Forgiving for Renewal
If ever you have left a relationship angry, maybe and most likely, you are really angry with yourself. You may think you are angry because you took a chance on someone. Dig deeper and you will note that your anger is even more poignant. Maybe you are angry because you gave 110 percent to the relationship, to the other person, and forgot about you. Maybe you took the relationship for granted. Maybe the other person spoke openly and honestly with you and you ignored their words and created your own story of what was real. Possibly, you attempted to control a free spirit or you simply smothered the flame. Maybe you didn’t let your hair down and indulge your senses in the best relationship ever presented to you.
Whatever your scenario, now is the time to forgive you.
“Forgiveness is giving up the hope that the past could be any different.” - Oprah
Forgiving yourself is monumental. It is freeing, enlightening, and shifting. In that moment, your physical body receives a message that it is okay to release the toxins it has associated with your emotions. You feel a sense of renewal.
Physically, you feel lighter and more flexible. Your shoulders and back feel less pain and burden. There is a new pep in your step. Your abdomen releases the knots that you have become accustomed to. You begin to make smarter health choices, naturally.
Emotionally you relieve yourself of stress and bondage. You begin to feel less defensive and stern. You become less reactive. You enjoy things differently, being more positive, appreciative, and open.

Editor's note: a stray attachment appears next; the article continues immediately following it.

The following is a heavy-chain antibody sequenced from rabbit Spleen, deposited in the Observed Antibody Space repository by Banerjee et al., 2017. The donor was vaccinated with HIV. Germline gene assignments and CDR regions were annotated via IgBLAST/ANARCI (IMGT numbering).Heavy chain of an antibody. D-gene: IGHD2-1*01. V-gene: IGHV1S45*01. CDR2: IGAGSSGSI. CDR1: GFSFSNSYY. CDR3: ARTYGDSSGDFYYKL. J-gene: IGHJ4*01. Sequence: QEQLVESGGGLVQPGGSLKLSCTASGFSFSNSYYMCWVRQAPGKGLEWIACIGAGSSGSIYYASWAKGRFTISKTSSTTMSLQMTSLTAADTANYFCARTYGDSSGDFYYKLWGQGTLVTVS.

Spiritually you experience more focus. You can see at least another mile ahead into the possibilities of your future.
Mentally you have more clarity and less judgment.
To forgive yourself, first, you have to really want the change. You have to be ready to let it all go for a better life. You have to be hungry for a lighter, happier, less burdened you.
Then, write it out, say a prayer, create a chant, or meditate on it. Think of those you are angry with or those you have simply not forgiven. Remember why you feel betrayed by them and forgive them for the action. Think to how you contributed to the moment, as well as, how you responded. Forgive yourself and accept that in that moment you and the other person gave to the situation what you had available in you to give. Understand that your involvement was exactly what you needed to give at that time. That moment was a part of your awakening and your growth.
Finally, accept that you can no longer go back in time and change it. It has happened exactly as it needed to and moving forward you have evolved.
Complete this ritual for every scenario of anger or disappointment you hold tightly to you. Then, rest.
When you arise, remind yourself that “Today is the first day of the rest of your life.” In this day you are free to start anew. You should feel lighter, freer, and joyful. If you do not, there is possibly more to forgive.
Take time alone for reflection. Journal or blog about it. Take as much time as you feel you need. Understand this is just the beginning. You must remind yourself every morning that today is a new opportunity to do it better.
Prepare to acclimate the new you to the old world with new lenses on. Pay attention to how your body reacts to different people and different actions. Make note of what sets you off. Every night, forgive any person that offends you and forgive yourself for the reaction. Remember, the other person is always giving you the best they have at that time. Your reaction is habit and you too are giving your best. As you evolve, your best will get better.
We are all on a personal journey that intertwines and meshes with the journeys of others. Every impressionable moment occurs to help us to grow.
Forgiving yourself makes the journey more enjoyable and fluid.
You Should Also Read:
The First Day of the Rest of Your Life
Love is the Ultimate Goal
Acquiring Balance in Life
Editor's Picks Articles
Top Ten Articles
Content copyright © 2018 by Yvonnie DuBose. All rights reserved.
This content was written by Yvonnie DuBose. If you wish to use this content in any manner, you need written permission. Contact Yvonnie DuBose for details.